Arranging a funeral
Arranging a funeral is often one of the first things that family or friends will think about. For many it is difficult to know who to contact or where to begin organising a burial, cremation and/or memorial.
The guidance below sets out some of the key things to consider and some helpful organisations that can assist you.
There are very few legal requirements when it comes to funerals. The only requirements are that the death is certified and registered, and that the body is properly disposed of (you have a choice between cremation and burial). Apart from that you can do whatever feels right for you.
When planning a funeral, it can feel like there is a lot of pressure on you and it’s easy to feel overwhelmed. You might feel an expectation that the funeral should take place as soon as possible. Try not to let yourself be rushed by others. There is no a strict timeframe that you need to stick to. Take your time to work out how you want to say goodbye.
You don’t need to use a funeral director
There is nothing stopping you managing the funeral arrangements yourself. There is no legal requirement to use the services of a funeral director . Some people find this process very helpful as part of the grieving process and it can often be a cheaper option.
Further information about planning a funeral without the assistance of a funeral director is available from The Natural Death Centre or from your local council cemetery or crematorium. Alternatively, you may with to use a funeral director for only limited aspects of the process, retaining some areas for you/the family to deal with yourselves.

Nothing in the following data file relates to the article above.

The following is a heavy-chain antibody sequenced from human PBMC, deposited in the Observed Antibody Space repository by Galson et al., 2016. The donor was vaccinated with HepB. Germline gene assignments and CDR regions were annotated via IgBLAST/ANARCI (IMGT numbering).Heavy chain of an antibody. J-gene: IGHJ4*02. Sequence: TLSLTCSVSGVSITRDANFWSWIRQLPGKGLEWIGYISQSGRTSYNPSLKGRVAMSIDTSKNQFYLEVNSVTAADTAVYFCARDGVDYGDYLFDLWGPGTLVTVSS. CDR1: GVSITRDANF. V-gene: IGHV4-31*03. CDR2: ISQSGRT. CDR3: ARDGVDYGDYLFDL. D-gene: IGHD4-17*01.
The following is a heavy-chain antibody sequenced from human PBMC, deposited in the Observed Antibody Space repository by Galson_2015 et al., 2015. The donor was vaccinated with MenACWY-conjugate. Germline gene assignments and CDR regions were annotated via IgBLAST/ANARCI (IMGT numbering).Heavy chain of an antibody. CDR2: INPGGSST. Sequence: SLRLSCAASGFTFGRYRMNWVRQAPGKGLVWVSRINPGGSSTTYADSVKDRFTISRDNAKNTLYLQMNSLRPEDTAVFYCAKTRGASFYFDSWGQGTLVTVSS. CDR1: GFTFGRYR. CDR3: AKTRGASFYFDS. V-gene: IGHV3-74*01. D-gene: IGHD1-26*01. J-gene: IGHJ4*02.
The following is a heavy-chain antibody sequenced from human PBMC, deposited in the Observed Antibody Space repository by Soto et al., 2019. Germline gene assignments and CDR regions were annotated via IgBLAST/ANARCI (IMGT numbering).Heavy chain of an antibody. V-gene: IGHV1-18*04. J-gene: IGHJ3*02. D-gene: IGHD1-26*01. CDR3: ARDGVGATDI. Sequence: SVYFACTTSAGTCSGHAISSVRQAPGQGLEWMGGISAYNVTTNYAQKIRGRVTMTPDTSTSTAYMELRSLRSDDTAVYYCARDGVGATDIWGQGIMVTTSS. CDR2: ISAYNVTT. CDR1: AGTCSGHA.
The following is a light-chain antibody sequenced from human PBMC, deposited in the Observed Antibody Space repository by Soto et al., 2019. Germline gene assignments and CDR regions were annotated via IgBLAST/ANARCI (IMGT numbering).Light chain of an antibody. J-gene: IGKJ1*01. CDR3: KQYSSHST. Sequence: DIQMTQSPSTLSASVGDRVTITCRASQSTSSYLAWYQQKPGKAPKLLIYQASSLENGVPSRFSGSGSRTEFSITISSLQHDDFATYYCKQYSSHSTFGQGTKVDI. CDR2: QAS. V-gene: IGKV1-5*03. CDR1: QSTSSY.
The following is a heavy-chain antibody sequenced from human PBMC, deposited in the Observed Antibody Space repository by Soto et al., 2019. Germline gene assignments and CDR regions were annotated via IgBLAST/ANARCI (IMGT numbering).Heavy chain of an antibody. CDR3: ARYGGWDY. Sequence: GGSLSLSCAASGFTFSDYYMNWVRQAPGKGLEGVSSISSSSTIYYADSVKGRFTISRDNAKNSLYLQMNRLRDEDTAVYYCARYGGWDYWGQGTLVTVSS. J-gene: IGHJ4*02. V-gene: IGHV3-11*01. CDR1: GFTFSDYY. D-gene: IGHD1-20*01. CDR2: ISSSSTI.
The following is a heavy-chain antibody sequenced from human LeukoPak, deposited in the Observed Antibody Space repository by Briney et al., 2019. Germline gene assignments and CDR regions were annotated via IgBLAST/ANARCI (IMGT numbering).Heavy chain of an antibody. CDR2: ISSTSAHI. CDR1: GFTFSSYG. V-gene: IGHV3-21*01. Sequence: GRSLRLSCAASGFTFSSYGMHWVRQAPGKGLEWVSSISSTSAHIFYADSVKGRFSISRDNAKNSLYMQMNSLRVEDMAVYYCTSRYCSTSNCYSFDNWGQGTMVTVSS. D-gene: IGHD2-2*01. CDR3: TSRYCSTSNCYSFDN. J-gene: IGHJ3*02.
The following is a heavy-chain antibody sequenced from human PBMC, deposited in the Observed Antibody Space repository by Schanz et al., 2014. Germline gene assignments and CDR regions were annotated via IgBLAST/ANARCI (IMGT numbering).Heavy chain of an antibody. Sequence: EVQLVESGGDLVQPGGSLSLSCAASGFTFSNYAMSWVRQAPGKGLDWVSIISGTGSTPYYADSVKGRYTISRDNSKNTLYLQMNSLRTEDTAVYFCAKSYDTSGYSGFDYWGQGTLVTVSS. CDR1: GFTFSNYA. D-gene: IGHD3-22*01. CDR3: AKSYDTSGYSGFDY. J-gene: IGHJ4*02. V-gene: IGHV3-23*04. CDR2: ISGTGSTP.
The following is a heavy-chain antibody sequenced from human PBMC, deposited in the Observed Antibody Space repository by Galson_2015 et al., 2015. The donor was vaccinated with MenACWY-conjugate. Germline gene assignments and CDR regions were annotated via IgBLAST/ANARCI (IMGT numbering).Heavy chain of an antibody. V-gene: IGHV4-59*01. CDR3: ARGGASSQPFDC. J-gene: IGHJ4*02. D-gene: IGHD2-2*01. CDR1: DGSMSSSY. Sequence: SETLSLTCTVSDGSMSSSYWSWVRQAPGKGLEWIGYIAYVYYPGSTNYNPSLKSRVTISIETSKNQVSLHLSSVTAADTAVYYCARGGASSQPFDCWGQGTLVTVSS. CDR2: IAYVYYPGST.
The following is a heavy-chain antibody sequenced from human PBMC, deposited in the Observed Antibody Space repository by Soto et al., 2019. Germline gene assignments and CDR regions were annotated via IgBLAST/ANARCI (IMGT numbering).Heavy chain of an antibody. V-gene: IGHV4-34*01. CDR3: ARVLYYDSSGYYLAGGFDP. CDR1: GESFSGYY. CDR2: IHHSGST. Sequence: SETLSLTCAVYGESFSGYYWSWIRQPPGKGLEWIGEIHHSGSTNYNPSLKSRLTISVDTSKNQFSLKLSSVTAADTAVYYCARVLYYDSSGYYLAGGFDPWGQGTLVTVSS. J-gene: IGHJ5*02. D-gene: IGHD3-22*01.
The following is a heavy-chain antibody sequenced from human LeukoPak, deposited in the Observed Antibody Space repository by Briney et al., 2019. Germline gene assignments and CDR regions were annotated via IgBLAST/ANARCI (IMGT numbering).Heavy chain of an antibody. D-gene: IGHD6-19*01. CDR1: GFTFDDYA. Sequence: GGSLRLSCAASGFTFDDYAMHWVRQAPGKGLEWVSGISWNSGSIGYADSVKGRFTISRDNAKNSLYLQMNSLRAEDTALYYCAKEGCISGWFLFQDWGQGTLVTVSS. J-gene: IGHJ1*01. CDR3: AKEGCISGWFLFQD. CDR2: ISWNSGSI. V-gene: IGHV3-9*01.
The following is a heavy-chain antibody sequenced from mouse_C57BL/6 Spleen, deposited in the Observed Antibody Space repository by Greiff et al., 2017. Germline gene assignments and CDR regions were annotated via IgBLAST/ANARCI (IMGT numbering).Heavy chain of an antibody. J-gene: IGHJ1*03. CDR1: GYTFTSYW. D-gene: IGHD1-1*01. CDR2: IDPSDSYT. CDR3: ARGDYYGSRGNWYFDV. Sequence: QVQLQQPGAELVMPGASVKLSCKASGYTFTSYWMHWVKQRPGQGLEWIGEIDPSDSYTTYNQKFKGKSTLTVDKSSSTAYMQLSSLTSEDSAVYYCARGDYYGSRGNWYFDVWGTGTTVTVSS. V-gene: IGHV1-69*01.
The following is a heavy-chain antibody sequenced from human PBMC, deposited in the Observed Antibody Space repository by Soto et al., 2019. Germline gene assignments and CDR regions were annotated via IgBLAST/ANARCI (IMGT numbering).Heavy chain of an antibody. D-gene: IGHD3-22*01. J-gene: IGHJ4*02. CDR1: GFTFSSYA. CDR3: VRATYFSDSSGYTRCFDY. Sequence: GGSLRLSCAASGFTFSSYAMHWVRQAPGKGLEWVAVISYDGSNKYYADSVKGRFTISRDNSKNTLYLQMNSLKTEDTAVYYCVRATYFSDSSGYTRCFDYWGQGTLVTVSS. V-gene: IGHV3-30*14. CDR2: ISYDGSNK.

The benefits of a good funeral director
If you choose to use one, a good funeral director can make planning a funeral easier. Some will offer bespoke services which allow you to manage some elements of the funeral. Alternatively, you might decide that you want the funeral director to plan and coordinate the entire funeral.
Picking a good funeral director
Funeral directors who belong to these associations have to follow a Code of Practice which means that they are held to a higher standard. You can also access reviews of funeral directors online that might help inform your decision. Speaking to family and friends is also a useful way of ensuring that you get a funeral director who comes recommended.
Don’t be afraid to shop around
A good funeral director will be happy to provide an estimate of costs. Don’t be afraid to ask about the different charges if there is anything you don’t understand. Obtaining estimates from a number of providers will enable you to ensure that you are provided with value as well as quality. There are lots of helpful resources online that will help make the process easier.
Understanding your contract
If your funeral director provides you with a cost estimate to sign, read through it carefully as it will form part of the contract. Once you’ve signed the contract you will be responsible for paying the funeral director’s fees. Importantly, if you signed the agreement in your own home, you have seven days in which to cancel it.
Cremation or burial?
If your loved one expressed a preference between burial and cremation you might find the choice straightforward. If they did not, you may have to decide yourself. You may wish to consider factors such as whether you wish to have the ashes to keep or to scatter in a special place, or whether you want a burial place to visit, or there may be more practical considerations such as cost and logistics. Cremations and natural burials tend to be more affordable than a traditional burial.